One of the hundred books a year I read:

One of the hundred books a year I read:

Kazuo Ishiguro Never Let Me Go

Never Let Me Go

Kazuo Ishiguro

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The first half of the book covers several years in the lives of a group of students attending Hailsham, an exclusive boarding school. Their lives encompass sports, arts, education, and friendship, but without any outside contact except for their guardians who oversee them and tell them repeatedly that they are special. As they approach graduation and their pre-ordained adult lives, they are forced to face the grim reality.

In the latter half, they come to terms with their roles and begin to understand the purpose behind Hailsham. By the end, the reader is left to question whether the creators of the school were noble in their intentions.

Fair warning—spoilers ahead. This book is nigh on impossible to discuss without revealing more. I will admit, however, that my second reading was far more rewarding because I understood the situation better.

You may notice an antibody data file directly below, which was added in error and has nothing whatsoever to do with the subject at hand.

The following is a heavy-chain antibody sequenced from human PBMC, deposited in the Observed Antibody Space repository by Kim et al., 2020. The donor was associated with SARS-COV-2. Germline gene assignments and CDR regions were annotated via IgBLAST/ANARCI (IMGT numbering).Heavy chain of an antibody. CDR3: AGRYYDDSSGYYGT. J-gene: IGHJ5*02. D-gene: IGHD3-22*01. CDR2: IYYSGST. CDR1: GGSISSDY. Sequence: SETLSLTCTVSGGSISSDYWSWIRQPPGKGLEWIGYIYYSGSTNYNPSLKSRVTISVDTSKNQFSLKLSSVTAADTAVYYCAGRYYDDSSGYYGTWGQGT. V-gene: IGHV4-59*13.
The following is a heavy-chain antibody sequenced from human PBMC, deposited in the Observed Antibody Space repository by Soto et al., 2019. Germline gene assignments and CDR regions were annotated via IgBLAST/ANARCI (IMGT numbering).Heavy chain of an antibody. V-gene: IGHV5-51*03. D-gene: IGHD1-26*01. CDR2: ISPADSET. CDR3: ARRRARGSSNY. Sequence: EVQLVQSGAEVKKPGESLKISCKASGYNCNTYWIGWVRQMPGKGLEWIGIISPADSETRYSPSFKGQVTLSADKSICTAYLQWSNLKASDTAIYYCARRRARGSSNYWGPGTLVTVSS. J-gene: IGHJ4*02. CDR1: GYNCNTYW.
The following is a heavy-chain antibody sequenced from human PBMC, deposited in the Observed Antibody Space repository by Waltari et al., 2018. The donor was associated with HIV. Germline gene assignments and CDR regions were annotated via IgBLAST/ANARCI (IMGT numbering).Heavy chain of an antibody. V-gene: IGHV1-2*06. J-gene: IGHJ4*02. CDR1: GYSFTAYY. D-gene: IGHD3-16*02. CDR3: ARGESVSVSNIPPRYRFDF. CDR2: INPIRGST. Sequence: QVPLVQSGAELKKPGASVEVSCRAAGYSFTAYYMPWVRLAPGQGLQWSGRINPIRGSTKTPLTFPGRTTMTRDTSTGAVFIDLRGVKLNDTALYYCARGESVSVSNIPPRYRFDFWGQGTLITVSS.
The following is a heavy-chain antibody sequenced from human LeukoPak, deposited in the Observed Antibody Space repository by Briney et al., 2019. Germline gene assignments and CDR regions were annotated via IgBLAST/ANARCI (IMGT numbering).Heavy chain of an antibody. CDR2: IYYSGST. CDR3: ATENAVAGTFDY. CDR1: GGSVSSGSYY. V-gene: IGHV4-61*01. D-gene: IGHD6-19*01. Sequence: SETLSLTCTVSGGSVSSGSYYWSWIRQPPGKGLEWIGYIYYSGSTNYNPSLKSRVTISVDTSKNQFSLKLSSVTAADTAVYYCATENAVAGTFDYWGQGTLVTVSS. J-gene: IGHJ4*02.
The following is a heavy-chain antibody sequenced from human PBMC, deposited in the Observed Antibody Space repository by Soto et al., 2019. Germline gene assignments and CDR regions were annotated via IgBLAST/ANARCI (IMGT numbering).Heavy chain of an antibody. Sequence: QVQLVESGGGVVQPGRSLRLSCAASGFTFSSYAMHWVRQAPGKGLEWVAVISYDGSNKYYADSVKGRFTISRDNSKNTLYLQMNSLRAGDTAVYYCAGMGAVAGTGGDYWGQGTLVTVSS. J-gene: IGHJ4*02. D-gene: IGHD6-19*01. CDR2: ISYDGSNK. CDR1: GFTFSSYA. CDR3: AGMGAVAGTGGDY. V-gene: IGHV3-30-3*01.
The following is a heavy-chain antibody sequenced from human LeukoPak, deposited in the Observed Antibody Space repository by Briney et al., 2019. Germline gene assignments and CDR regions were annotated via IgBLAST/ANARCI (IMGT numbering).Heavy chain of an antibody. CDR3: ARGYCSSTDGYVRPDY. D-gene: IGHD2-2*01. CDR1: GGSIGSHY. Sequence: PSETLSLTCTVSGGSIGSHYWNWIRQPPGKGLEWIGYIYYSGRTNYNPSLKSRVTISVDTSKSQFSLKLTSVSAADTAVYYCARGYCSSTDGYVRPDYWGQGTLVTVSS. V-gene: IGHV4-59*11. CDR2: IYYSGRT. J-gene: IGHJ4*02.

Imagine a world not very different from our own where medical science can attack a variety of illnesses, reduce suffering, and prolong human lives. By using cloning technology, we can produce the needed body parts. But are the clones human? Do they have souls? Or are they mere animal products to be harvested as needed? Do we have an obligation to treat the clones in a humane fashion as they are brought to harvest (Hailsham) or treated like cattle (outside Hailsham)?

By taking us through these questions from the viewpoint of the clones as they approach the adulthood and the impending donations (the “best” surviving four donations before they “complete”), the author takes us deep through these moral questions. Are the guardians right in trying to create a comfortable existence for the clones admirable or complicit? Ultimately, the author makes us question what is the definition of human.

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